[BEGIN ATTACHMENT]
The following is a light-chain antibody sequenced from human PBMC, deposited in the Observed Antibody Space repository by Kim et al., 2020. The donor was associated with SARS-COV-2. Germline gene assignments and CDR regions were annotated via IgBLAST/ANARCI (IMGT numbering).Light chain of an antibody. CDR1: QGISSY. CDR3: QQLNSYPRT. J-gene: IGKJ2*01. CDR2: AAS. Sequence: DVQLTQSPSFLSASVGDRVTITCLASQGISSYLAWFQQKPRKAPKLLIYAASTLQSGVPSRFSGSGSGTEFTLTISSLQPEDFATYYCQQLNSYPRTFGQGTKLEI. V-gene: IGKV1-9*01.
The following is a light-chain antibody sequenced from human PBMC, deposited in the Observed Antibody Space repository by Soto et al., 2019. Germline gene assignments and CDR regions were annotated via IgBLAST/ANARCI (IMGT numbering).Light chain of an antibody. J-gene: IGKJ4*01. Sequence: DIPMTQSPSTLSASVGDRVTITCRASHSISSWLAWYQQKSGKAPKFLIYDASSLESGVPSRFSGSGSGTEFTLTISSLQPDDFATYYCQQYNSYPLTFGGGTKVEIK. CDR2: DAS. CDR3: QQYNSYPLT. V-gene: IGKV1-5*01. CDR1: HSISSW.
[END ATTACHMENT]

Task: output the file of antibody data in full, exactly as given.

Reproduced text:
The following is a light-chain antibody sequenced from human PBMC, deposited in the Observed Antibody Space repository by Kim et al., 2020. The donor was associated with SARS-COV-2. Germline gene assignments and CDR regions were annotated via IgBLAST/ANARCI (IMGT numbering).Light chain of an antibody. CDR1: QGISSY. CDR3: QQLNSYPRT. J-gene: IGKJ2*01. CDR2: AAS. Sequence: DVQLTQSPSFLSASVGDRVTITCLASQGISSYLAWFQQKPRKAPKLLIYAASTLQSGVPSRFSGSGSGTEFTLTISSLQPEDFATYYCQQLNSYPRTFGQGTKLEI. V-gene: IGKV1-9*01.
The following is a light-chain antibody sequenced from human PBMC, deposited in the Observed Antibody Space repository by Soto et al., 2019. Germline gene assignments and CDR regions were annotated via IgBLAST/ANARCI (IMGT numbering).Light chain of an antibody. J-gene: IGKJ4*01. Sequence: DIPMTQSPSTLSASVGDRVTITCRASHSISSWLAWYQQKSGKAPKFLIYDASSLESGVPSRFSGSGSGTEFTLTISSLQPDDFATYYCQQYNSYPLTFGGGTKVEIK. CDR2: DAS. CDR3: QQYNSYPLT. V-gene: IGKV1-5*01. CDR1: HSISSW.